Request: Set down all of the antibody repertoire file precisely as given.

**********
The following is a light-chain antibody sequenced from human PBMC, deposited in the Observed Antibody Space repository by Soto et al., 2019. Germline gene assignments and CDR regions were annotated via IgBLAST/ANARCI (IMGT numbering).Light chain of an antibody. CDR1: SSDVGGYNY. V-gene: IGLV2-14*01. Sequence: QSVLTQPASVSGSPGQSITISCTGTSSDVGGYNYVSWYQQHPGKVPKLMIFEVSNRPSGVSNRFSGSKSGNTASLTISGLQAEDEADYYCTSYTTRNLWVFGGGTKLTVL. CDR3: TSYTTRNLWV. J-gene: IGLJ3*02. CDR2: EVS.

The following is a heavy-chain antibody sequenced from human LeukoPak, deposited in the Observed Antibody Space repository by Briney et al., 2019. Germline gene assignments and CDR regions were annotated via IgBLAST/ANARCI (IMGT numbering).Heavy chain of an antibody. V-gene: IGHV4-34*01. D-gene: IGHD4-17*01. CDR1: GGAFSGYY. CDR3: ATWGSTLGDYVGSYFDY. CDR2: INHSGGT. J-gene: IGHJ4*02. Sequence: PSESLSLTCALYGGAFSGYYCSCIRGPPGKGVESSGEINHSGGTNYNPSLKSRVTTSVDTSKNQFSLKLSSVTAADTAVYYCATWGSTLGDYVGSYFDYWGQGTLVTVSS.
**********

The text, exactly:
The following is a light-chain antibody sequenced from human PBMC, deposited in the Observed Antibody Space repository by Soto et al., 2019. Germline gene assignments and CDR regions were annotated via IgBLAST/ANARCI (IMGT numbering).Light chain of an antibody. CDR1: SSDVGGYNY. V-gene: IGLV2-14*01. Sequence: QSVLTQPASVSGSPGQSITISCTGTSSDVGGYNYVSWYQQHPGKVPKLMIFEVSNRPSGVSNRFSGSKSGNTASLTISGLQAEDEADYYCTSYTTRNLWVFGGGTKLTVL. CDR3: TSYTTRNLWV. J-gene: IGLJ3*02. CDR2: EVS.

The following is a heavy-chain antibody sequenced from human LeukoPak, deposited in the Observed Antibody Space repository by Briney et al., 2019. Germline gene assignments and CDR regions were annotated via IgBLAST/ANARCI (IMGT numbering).Heavy chain of an antibody. V-gene: IGHV4-34*01. D-gene: IGHD4-17*01. CDR1: GGAFSGYY. CDR3: ATWGSTLGDYVGSYFDY. CDR2: INHSGGT. J-gene: IGHJ4*02. Sequence: PSESLSLTCALYGGAFSGYYCSCIRGPPGKGVESSGEINHSGGTNYNPSLKSRVTTSVDTSKNQFSLKLSSVTAADTAVYYCATWGSTLGDYVGSYFDYWGQGTLVTVSS.